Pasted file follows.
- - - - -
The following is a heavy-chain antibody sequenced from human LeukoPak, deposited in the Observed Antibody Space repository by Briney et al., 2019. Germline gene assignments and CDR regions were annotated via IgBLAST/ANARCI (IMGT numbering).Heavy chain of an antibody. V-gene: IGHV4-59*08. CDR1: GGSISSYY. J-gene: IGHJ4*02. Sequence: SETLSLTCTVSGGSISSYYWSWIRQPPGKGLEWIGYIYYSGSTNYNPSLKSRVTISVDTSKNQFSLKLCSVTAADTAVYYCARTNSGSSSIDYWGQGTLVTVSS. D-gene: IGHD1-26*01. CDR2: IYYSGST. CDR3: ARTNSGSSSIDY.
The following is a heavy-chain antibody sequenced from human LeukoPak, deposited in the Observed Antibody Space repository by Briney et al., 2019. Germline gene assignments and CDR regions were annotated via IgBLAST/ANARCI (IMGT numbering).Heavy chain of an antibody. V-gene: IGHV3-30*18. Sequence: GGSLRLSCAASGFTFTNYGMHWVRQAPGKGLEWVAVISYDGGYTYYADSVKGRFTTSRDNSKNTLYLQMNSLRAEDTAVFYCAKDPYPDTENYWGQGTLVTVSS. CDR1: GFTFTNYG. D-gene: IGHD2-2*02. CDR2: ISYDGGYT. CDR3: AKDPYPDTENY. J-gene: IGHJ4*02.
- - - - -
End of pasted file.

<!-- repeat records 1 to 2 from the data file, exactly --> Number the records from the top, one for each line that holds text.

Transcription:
The following is a heavy-chain antibody sequenced from human LeukoPak, deposited in the Observed Antibody Space repository by Briney et al., 2019. Germline gene assignments and CDR regions were annotated via IgBLAST/ANARCI (IMGT numbering).Heavy chain of an antibody. V-gene: IGHV4-59*08. CDR1: GGSISSYY. J-gene: IGHJ4*02. Sequence: SETLSLTCTVSGGSISSYYWSWIRQPPGKGLEWIGYIYYSGSTNYNPSLKSRVTISVDTSKNQFSLKLCSVTAADTAVYYCARTNSGSSSIDYWGQGTLVTVSS. D-gene: IGHD1-26*01. CDR2: IYYSGST. CDR3: ARTNSGSSSIDY.
The following is a heavy-chain antibody sequenced from human LeukoPak, deposited in the Observed Antibody Space repository by Briney et al., 2019. Germline gene assignments and CDR regions were annotated via IgBLAST/ANARCI (IMGT numbering).Heavy chain of an antibody. V-gene: IGHV3-30*18. Sequence: GGSLRLSCAASGFTFTNYGMHWVRQAPGKGLEWVAVISYDGGYTYYADSVKGRFTTSRDNSKNTLYLQMNSLRAEDTAVFYCAKDPYPDTENYWGQGTLVTVSS. CDR1: GFTFTNYG. D-gene: IGHD2-2*02. CDR2: ISYDGGYT. CDR3: AKDPYPDTENY. J-gene: IGHJ4*02.